Elizabeth May: Well the evidence comes from Environment Canada’s statistics . They do a review of green house gas emissions. I know it does get complicated and if I go into percentage by which year and what time I know we’ll loose people but the reality of it is that Canada committed to cutting green house gases again much less than what had been previously pledged under Kyoto but the targets that were selected by Stephen Harper and committed to four years ago -I know we’re no where near reaching them them because Environment Canada data says so. Canada at the federal level has done virtually nothing to contribute to reduction. the credit goes to – well one accidental thing for which no one wants to take credit was the financial meltdown of 2008. Thats when green house gases fell in Canada and they’ve been going up sharply as our economy recovered. The actions that have had the biggest impact, that were deliberate, were Ontario, thank goodness, committing to close down coal fired power plants and British Columbia bringing in a carbon tax on gasoline. So we’ve had some actions in Canada . The only action federally that is currenlty in place is lockstep with the United States because we have a shared car market including manufacturing. We brought on better fuel standards and I totally support that measure which is really important to have better standards in our automobiles. If we kept our Copenhagen target we would be by the year 2020 three % above 1990 level emissions. I was talking to a Norwegian delegate today and they are absolutely confident that they will not only hit but exceed their target of 30% below 1990 levels.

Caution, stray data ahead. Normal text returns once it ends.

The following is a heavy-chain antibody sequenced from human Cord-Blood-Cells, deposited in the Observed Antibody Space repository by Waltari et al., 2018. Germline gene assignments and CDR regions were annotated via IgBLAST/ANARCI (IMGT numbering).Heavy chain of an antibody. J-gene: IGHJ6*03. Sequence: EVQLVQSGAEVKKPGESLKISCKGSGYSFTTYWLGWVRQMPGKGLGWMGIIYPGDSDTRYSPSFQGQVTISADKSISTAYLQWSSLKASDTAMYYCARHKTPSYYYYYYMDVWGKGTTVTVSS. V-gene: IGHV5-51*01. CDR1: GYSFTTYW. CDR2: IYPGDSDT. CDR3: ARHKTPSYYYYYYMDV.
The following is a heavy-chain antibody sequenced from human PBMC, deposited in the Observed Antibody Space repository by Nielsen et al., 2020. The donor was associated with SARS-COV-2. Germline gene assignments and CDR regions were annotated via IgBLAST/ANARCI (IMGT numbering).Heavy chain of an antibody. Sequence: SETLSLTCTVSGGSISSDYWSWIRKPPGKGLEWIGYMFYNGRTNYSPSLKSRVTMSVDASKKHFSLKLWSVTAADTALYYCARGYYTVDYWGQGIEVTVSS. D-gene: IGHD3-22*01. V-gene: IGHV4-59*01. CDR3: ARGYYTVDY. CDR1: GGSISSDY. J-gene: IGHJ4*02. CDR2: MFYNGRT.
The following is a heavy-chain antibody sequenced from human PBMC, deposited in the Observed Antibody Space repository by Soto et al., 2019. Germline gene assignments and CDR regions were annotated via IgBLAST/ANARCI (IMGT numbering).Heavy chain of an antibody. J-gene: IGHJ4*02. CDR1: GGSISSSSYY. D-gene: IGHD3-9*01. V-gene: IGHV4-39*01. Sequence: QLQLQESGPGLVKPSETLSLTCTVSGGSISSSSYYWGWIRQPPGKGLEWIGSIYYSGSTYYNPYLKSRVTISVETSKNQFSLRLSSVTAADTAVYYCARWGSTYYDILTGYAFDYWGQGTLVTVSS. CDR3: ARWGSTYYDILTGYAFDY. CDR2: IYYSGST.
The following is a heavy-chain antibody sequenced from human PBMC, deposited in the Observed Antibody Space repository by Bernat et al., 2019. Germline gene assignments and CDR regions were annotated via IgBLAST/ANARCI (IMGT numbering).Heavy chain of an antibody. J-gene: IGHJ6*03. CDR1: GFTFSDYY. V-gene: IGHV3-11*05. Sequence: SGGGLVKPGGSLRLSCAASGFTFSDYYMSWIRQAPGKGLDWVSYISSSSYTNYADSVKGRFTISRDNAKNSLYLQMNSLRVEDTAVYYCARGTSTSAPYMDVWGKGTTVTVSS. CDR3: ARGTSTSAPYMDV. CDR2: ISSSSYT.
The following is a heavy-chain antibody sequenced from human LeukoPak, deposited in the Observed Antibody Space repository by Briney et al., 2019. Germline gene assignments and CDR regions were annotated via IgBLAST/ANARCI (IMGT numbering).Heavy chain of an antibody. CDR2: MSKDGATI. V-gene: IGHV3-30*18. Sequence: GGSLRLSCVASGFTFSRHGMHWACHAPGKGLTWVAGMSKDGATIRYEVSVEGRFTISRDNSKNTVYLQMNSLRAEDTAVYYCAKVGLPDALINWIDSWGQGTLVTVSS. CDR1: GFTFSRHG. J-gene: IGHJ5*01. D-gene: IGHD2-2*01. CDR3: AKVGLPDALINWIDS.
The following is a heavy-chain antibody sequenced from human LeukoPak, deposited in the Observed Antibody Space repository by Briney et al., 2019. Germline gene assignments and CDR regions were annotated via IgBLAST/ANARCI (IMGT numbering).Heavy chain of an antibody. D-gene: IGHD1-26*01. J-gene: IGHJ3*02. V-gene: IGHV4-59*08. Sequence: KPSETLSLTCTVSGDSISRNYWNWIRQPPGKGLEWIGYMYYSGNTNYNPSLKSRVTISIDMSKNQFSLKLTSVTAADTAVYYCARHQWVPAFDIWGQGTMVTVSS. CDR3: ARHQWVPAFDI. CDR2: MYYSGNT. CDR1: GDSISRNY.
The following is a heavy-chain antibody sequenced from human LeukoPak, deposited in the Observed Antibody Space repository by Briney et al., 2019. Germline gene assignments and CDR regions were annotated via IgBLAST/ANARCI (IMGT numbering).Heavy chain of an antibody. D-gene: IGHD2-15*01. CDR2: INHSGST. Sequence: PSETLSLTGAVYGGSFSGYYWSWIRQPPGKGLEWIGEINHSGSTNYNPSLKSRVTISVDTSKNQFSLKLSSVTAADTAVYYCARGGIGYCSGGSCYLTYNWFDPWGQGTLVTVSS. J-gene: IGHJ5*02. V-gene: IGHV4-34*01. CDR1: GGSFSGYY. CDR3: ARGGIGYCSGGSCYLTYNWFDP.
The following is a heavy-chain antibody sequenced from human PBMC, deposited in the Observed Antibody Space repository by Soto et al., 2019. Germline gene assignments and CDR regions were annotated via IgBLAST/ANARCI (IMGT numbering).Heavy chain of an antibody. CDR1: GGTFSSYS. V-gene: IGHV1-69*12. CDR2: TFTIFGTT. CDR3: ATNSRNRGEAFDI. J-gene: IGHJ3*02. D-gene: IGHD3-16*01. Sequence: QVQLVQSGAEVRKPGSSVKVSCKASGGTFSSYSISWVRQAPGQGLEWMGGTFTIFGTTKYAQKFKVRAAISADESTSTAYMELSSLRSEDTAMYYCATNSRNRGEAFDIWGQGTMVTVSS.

Carol Off: There’s a European report today that lists 58 countries and their reduction of green house gas emissions and their record and of those 58 countries Canada is 55th. It’s near the bottom. Below Canada is Iran, Kazakhstan and Saudi Arabia. How is Canada being regarded at the Warsaw Convention?
Elizabeth May: Well it’s so sad as a Canadian when you love your country and your proud to be Canadian and you go into these international fora like these meetings and I’ve been coming for so many years and the transition from when Canadians were respected and then there was a brief period when people were just puzzled and concerned and now its made a complete arc to where we are actually hated. We’re just held in contempt.
Carol Off: Alright. Well on that note we must leave it there. Ms may thank you.
Elizabeth May: thank you very much
Transcript done by Lois Eaton.